• why are the GWCT involved in this extra, special, committee when they were involved in the original flawed proposal? GWCT appears to be part of the problem rather than the solution, and maybe the RSPB would be a better bet?
  • will the SNH Chair be writing to all of us who pointed out back in April what SNH has now admitted in late July – that this is a flawed and worthless study  – to apologise for his patronising tone and failure to act quickly on what was blatantly obvious 14 weeks ago?
SNH would be wise simply to ditch this project and get the GWCT in and give them a sharp ticking off for promoting such a flawed study (but then, maybe GWCT would say ‘It’s your job to issue licences properly. We never thought you would license this project. We were as gobsmacked as everyone else’ – or maybe they wouldn’t…).
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8 Replies to “That damning report on the Raven cull”

  1. Your suggestion that "SNH would be wise simply to ditch this project and get the GWCT in and give them a sharp ticking off" is, I would suggest unlikely. GWCT and it's backers is the audience which SNH has decided to appeal to, and it will continue to completely ignore it's remit. It is instead following the lead set by NE.

  2. BBC Scotland reported on the SAC analysis

    here is the final comment from the report

    A spokesman for Strathbraan Community Collaboration for Waders said: "Local farmers and gamekeepers have been united in trying to prevent further loss of rare birds such as the curlew, which would be tragic especially as action on the ground clearly makes a difference.

    "Thanks to the licence, and hens being in good breeding condition, we are delighted to say it has been an excellent breeding year in Strathbraan. Folk at the sharp end have even seen nests of four fledged curlew chicks for the first time, greatly helped by being better able to protect the chicks and eggs from the raven flocks that have been so damaging in recent years.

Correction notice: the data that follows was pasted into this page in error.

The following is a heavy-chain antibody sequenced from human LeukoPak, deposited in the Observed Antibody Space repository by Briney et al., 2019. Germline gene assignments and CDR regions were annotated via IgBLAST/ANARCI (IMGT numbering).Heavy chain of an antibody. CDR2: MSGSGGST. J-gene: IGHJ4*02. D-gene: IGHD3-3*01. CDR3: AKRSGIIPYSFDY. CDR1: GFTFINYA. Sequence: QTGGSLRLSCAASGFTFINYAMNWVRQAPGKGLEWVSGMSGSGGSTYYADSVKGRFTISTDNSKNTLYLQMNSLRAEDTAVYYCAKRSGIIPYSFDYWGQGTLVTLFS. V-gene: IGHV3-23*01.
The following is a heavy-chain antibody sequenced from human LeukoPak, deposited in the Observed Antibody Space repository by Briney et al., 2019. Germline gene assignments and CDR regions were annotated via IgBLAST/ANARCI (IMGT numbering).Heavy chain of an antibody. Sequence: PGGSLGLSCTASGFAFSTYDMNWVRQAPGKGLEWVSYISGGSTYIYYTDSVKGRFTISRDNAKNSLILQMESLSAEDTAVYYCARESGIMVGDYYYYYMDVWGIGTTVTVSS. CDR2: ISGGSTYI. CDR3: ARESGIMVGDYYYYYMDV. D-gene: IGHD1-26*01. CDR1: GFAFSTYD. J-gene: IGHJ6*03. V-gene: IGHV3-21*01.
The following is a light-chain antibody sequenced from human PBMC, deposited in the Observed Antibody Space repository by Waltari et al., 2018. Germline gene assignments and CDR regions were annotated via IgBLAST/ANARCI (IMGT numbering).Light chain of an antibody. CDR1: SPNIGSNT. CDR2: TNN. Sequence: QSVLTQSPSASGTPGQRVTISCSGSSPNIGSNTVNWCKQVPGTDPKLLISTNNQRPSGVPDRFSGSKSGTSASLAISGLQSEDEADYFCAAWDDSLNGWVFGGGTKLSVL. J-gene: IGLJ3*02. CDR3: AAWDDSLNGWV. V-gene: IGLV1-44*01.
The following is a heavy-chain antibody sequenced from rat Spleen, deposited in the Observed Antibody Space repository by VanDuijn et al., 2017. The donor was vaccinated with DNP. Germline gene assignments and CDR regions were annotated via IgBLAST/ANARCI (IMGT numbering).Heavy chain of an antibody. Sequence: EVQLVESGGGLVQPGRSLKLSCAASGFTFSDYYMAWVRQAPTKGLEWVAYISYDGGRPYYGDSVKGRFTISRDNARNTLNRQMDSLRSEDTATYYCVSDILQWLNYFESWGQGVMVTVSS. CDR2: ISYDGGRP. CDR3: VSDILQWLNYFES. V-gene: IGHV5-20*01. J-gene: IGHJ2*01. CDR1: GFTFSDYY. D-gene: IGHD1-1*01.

"In terms of wader conservation, therefore, it has been a much better season. The license has been temporarily suspended so those on the science side can make adjustments.

    "However, the community remains committed to wading bird conservation, spurred on by what has been achieved so far."

    So not many lessons learnt there!

    1. So all those poor waders in Iceland are domed due to the massive amount of Ravens breeding and non breeding using the island as their home! No call for a cull their!

      I wonder what a 'good' summer had on the number of Curlew chicks seen?
      And how many more where 'cut to pieces' in those dedicated farmers' machines when making silage/haylidge. Who was counting them? Not the Game Conservancy. It has to be Ravens. Did they shoot the gulls/kites/ravens flying to the fields to pick up the pieces of flesh left after the cutting?

  3. Thanks for the analysis and quotes. This is about as damning as it can get. Essentially it demonstrates that there was no scientific basis or rationale for this cull at all.

    Mark asks the obvious question "why did SNH’s Principal Scientific Advisor not spot the weaknesses in this half-baked project – the rest of us did?" There was no scientific rationale for this cull at all, as the SAC found. How could this have possibly escaped his notice?

  4. Thanks Mark for your usual acuity. Whether or not DNH would be wise to ditch the project, I feel sure that their lawyers will advise them that it is hopeless to resist the judicial review. The SAC report, in showing SNH's complete regard for the science, also by the same token shows their original and now continuing disregard for the law. The licence, one way or another, will be revoked. The only question is how long it will take and how senior will be the head that rolls because of the catastrophic mishandling of a institutional failure to recognise and abide by the law.

  5. There may be reasons to think that the judicial review may fail, so I am not sure that is the case.
    I was intrigued by the inclusion of BTO in the review proposed by SNH. On reflection that is reasonable. It would be expected that the scientific (if that can still be used as a description for GCWT) proposal will have several hurdles to overcome. I'm not a 'real' scientist but see issues with selecting an area to compare which presumably will need some live Ravens during the trial (best of luck with that anywhere near the trial area) a mobile species, and the time needed for a baseline study and training.